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North London's best independent cinemas

Independent cinemas London

Why drive to a soulless out-of-town cinema when you can walk to your nearest independent for an altogether richer experience?

The reasons for supporting independent cinemas are plentiful but here are a few to get you started! Scroll down for 6 of the best too.

Most are steeped in history – from Grade II Listed and stunning Art Deco buildings to neglected community halls which had seen better days. Their survival and ongoing maintenance depends on the individuals who now run them.

Independent cinemas are a focal point for community life - they’re where friendships are made, horizons broadened and where vital interactions take place to that make people feel part of their communities.

The program at independents isn’t dictated by Hollywood, as it is at the big multiplexes. What happens at independent cinemas is lovingly and curated by people who know their communities and know what will be well-received. So, there’s an opportunity to try something different. And you won’t just see films! There are usually art exhibitions, comedy nights, live National Theatre streaming, poetry readings and workshops.

Tickets are often much cheaper at independent cinemas. While multiplexes charge around £15 per adult ticket in a big city, that figure’s more like £11 at an independent – and sometimes even less.

On the whole local cinemas invest more in their staff – most pay the living wage while staff at bigger chains are often paid less. And they invest in community, with outreach programmes that help locals.

These places are real magnets – they’re a reason for visiting an area and, when people come, it’s likely they’ll eat and shop at other local business too.

London is changing rapidly - people spend much more time in their local communities. We at the Local Buyers Club think independent cinemas play a crucial role in community life and we’re determined to help fly their flag!

Below are some of our favourites! (If your favourite isn't listed, let us know)

ARTHOUSE, Crouch End

Sam Neophytou is on a mission to keep cinema local. Having poured his heart and soul into the Arthouse on Tottenham Road, he’s now preparing, with his friend and actor George Georgiou, to launch independent cinemas in Barking and Camden.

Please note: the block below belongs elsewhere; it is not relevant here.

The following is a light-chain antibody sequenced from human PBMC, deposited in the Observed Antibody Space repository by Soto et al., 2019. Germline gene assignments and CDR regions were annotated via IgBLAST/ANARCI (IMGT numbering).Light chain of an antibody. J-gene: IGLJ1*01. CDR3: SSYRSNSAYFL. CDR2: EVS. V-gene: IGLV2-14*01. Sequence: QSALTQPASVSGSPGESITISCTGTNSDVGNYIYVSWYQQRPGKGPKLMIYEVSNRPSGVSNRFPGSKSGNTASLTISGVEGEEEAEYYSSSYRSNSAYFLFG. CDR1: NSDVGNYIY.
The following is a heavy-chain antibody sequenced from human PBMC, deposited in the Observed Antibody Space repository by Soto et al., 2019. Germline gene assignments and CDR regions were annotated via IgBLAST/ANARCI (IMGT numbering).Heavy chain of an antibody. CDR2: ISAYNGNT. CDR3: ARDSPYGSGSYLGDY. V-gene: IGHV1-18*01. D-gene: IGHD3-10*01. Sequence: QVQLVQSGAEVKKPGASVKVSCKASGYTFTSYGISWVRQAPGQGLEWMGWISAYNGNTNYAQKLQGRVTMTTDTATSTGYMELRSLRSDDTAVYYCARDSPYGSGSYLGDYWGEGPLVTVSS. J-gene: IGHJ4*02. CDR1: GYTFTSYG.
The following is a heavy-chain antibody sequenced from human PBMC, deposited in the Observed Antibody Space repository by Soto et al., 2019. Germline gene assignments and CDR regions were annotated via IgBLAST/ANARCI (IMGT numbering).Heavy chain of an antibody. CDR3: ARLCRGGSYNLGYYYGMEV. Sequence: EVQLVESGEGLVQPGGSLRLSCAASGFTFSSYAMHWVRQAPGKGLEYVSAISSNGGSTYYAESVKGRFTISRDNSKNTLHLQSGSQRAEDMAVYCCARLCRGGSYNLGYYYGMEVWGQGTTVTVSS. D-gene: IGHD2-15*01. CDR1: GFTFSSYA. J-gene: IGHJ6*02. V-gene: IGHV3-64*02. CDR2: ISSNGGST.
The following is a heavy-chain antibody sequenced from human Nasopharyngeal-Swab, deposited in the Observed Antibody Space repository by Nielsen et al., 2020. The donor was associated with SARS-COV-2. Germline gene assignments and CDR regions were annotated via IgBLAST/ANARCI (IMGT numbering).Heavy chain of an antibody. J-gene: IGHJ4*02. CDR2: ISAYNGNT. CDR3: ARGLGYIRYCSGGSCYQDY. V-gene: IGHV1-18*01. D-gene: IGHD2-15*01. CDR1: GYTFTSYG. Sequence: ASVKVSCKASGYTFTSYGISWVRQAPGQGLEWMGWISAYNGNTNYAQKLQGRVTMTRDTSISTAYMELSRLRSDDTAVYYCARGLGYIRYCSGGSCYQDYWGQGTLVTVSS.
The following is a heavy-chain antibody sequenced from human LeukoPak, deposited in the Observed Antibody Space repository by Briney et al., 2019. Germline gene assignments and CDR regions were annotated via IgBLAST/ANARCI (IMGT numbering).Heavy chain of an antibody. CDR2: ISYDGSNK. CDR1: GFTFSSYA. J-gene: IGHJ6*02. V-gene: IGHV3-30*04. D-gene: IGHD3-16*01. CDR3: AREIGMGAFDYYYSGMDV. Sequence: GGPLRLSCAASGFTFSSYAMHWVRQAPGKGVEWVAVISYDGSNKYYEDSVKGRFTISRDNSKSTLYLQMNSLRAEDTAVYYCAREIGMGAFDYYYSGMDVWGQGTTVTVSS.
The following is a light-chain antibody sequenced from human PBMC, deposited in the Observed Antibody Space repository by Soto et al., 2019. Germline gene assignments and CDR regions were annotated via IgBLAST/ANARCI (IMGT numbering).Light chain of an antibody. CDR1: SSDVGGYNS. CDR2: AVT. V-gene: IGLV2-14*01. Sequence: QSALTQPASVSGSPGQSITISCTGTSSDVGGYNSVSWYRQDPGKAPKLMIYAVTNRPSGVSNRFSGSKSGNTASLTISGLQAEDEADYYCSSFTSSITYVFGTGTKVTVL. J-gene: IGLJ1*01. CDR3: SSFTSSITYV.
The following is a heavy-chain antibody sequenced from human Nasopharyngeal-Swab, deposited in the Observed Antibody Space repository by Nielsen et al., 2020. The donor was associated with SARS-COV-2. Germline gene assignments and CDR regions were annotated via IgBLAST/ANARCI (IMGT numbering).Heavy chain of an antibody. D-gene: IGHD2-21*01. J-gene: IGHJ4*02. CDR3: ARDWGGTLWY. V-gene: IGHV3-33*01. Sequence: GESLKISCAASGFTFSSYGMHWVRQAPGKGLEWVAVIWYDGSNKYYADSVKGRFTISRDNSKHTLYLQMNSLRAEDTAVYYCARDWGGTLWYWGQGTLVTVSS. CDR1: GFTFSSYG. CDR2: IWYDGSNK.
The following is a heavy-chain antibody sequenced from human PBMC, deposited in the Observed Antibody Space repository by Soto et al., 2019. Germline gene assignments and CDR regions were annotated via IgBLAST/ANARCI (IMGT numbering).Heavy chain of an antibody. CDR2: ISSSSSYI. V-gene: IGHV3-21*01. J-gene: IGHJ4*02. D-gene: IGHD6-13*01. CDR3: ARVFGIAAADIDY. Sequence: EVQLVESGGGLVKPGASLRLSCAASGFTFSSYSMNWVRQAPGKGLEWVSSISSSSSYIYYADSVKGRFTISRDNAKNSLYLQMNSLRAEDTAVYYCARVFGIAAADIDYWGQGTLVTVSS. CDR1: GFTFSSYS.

ArtHouse Crouch End

Their model is making independent cinema a focus for community life. Their Crouch End cinema occupies the former Salvation Army Hall, where Sam went to Sunday School as a child. When they took the building on it was The Music Palace (a drinks and gig venue) in a run-down part of town. £750,000 later they’d transformed it into a two-screen cinema and stage area.

Today the Arthouse Crouch End is bursting with character and its café/bar attracts locals who meet and mingle or take in art exhibitions or poetry readings.

The program here is diverse, from mainstream Hollywood movies to carefully-curated screenings of lesser known films and live National Theatre screenings and comedy. It’s designed to attract the whole community and it’s affordable.


THE RIO, Dalston

If ever there was a symbol of resilience and community, this Art Deco cinema in Dalston is it!

Rio Cinema

(Credit Rio Cinema)

Its various guises have included an auctioneer’s shop, grand cinema and Tatler Club showing ‘adult films.’ Now, it’s a thriving independent two-screen cinema, run as a not-for-profit charity.

The program is diverse and usually includes a weekly arthouse or blockbuster feature film and a cut-price children’s Saturday Picture Club. The Rio works closely with the local East End community offering events for schools, families, people on low incomes and the elderly.

This Grade II Listed Building requires a lot of upkeep – much of the money from ticket and food and drink sales foes back into its maintenance.

Olly Meek, Executive Director of the Rio said: “I urge locals to make the best of this wonderful community cinema and support the appeal to help preserve its place on our High Street. It shows the very best movies, is considerably cheaper than big-chain cinemas, has very comfortable seats and there’s a brilliant café bar with beers from Dalston and further afield. You’d be hard-pushed to find a cinema with as much charm and history as this.”

It was named one of London’s best cinemas by the Daily Telegraph and received an accolade for Best Cinema Bar by the Evening Standard.



This cinema has a beautiful backstory.

When owner Tyrone Walker-Hebborn came across it, it had been derelict for 10 years – there were gaping holes in the roof and plenty of wear and fire damage.

Genesis Cinema

(Credit: Genesis Cinema)

This was Tyrone’s first venture into cinema – he’d always loved films and, when he found a suitable site, had the gumption to call 20th Century Fox to get some advice on how to run a cinema.